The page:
What is a Bio-Retention Cell? MS4 Permit/Storm-water Project: The City of Delaware works diligently to keep waterways healthy. One way this is achieved is through compliance with the Ohio Environmental Protection Agency’s (OEPA) National Pollutant Discharge Elimination System (NPDES) Program. The City has a permit with the OEPA for stormwater discharges, which are generated by runoff from land and impervious surfaces such as parking lots and rooftops. This bio-retention cell helps keep the City in compliance with its permit by treating stormwater pollutants before they reach streams, rivers, and other waterways.

Rain gardens are designed and developed to improve water quality in nearby bodies of water to ensure rainwater becomes available for plants as groundwater rather than being sent through storm-water drains out to local tributaries. Rain gardens have the ability to reduce the amount of pollution reaching nearby streams and rivers by 30%. The purpose of this project is to design and implement two rain gardens located on the north side of Branch Rickey Arena/Gordon Field House.

Two storm basins have were located and inspected by the City of Delaware Department of Public Utilities as approved project sites. Two planning meetings took place with the Department of Engineering, Department of Parks and Recreation, and management to determine the design, layout, plant requirements, grading requirements, and labor needed for the said project. Calculations were made to determine the exact design layout.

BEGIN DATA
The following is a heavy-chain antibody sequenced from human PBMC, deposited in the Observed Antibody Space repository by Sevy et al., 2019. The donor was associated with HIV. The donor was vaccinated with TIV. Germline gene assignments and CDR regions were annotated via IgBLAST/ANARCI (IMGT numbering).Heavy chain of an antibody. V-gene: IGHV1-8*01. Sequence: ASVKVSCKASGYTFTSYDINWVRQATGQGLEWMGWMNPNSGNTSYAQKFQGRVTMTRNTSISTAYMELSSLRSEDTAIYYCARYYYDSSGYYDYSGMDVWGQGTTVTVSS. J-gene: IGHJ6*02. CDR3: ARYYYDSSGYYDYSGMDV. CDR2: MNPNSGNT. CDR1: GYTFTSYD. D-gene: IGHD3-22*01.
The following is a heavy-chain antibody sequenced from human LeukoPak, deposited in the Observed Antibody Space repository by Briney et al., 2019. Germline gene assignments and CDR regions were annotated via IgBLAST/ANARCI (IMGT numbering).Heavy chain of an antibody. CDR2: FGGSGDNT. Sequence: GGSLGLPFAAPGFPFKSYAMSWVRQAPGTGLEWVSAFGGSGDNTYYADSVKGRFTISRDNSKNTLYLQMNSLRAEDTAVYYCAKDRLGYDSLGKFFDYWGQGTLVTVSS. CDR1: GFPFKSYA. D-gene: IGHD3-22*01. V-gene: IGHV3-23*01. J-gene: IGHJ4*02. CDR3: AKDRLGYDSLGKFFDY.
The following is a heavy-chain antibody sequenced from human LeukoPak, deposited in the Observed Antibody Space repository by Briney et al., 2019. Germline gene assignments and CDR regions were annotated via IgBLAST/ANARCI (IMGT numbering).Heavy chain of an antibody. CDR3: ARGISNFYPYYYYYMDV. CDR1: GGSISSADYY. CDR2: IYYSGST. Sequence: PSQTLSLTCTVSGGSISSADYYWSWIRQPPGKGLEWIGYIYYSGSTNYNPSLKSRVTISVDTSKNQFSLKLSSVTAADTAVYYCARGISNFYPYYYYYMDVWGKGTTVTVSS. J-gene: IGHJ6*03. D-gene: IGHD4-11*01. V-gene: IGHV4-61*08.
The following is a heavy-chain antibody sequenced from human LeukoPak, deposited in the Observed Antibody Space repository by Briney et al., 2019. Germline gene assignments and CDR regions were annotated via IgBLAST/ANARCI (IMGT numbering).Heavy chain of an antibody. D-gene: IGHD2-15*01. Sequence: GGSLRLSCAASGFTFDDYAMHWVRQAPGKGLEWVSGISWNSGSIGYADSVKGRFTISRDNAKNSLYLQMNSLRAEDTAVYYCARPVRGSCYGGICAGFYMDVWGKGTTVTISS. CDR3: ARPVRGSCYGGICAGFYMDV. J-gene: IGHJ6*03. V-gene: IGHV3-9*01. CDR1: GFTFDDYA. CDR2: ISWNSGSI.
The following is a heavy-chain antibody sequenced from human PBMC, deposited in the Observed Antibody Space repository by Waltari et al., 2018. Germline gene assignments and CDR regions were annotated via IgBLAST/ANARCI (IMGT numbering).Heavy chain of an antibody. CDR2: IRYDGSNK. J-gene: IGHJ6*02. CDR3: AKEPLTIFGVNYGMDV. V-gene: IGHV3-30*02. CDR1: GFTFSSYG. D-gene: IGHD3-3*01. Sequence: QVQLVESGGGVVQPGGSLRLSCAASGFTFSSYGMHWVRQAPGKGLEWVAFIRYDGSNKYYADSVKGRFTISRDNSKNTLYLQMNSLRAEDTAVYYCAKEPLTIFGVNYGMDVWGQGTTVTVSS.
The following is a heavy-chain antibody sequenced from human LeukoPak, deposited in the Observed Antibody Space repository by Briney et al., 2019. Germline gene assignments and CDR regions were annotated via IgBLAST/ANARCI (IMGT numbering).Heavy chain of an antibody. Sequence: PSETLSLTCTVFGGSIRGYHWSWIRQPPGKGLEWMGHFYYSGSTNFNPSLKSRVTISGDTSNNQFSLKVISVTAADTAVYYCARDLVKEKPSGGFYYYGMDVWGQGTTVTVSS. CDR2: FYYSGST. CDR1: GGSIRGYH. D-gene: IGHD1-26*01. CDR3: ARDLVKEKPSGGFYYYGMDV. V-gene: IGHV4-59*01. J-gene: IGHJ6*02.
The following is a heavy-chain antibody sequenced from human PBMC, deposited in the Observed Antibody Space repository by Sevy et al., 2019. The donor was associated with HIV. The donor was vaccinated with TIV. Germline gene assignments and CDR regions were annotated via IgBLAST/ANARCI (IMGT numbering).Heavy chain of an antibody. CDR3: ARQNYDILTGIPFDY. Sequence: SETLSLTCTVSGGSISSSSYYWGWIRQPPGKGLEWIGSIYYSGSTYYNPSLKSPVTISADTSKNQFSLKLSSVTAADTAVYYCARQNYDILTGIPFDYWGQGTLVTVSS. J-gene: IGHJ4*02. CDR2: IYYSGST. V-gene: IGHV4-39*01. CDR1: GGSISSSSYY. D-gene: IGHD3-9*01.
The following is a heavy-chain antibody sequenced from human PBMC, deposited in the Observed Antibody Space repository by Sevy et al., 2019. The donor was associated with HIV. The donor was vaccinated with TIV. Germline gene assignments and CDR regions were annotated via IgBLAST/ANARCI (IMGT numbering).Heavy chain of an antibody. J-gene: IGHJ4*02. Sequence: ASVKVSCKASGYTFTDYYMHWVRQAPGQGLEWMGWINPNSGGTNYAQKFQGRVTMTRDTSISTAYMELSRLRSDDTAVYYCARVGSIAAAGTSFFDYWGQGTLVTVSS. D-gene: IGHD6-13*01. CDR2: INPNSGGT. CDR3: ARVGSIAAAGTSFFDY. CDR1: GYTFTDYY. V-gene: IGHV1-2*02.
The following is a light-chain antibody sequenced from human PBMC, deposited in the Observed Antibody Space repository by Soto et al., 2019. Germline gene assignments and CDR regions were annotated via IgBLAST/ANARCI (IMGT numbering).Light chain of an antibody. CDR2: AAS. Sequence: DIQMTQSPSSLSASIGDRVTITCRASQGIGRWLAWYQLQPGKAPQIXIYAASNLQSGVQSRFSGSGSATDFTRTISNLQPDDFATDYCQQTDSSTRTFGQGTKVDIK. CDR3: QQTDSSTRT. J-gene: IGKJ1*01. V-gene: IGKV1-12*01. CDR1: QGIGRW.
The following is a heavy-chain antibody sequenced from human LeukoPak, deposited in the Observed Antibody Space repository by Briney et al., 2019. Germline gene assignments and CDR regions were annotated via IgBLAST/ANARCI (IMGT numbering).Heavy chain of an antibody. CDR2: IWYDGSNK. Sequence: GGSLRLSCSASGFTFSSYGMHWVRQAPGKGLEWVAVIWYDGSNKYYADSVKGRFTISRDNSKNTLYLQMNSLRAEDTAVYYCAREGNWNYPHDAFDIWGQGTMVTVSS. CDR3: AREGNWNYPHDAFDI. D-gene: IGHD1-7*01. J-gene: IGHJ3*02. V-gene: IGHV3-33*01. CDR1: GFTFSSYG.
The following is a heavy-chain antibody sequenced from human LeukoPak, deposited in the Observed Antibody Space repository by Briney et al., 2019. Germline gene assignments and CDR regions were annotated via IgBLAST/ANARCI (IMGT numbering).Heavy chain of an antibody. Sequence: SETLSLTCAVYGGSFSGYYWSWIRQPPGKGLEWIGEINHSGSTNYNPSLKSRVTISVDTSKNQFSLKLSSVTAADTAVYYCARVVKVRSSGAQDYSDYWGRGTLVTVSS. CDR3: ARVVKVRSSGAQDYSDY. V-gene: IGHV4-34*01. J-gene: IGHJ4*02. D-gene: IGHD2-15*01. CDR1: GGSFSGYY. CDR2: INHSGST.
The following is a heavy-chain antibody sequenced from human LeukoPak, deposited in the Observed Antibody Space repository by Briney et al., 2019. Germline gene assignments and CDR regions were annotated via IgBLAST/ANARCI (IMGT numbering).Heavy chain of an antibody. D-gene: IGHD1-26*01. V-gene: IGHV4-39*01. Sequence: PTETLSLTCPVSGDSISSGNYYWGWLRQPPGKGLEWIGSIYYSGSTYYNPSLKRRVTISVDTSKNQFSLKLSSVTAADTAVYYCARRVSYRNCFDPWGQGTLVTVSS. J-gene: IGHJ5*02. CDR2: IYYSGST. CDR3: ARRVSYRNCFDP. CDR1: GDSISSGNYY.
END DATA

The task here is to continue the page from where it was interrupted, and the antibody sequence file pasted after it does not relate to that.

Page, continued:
Drawing by Jonathan Stechschulte

A quote from the City Arborist placed a $12,500 price tag on this project, and the funding was from a City of Delaware grant. OSU Landscape Architecture graduate student Jonathan Stechschulte provided the excellent drawings of the project, which OWU’s administration required before moving forward with the project.

Fall 2018: 95% of plants planted in the spring survived, with a minimum of maintenance.

Maintenance after the project has been completed will be shared by OWU’s Buildings & Grounds as well as being part of a semester and summer internship (focused on watershed issues). Interns will monitor, maintain, and report on the rain gardens, along with assisting our Watershed Coordinator and Department of Public Utilities employees with other tasks.

This project is part of a larger effort to create a more sustainable, and green infrastructure within the City of Delaware and especially on OWU’s campus. The possibility of this kind of project spreading to more locations on and around campus is high. Students can come back to this project year after year, choose a single storm basin or a collection of storm basins, create a design and implementation plan, and present it to the Department of Public Utilities. The Department of Public Utilities creates a capital improvement budget, along with a working budget every year to every five years, creating a constant allocation of funds for projects similar to this.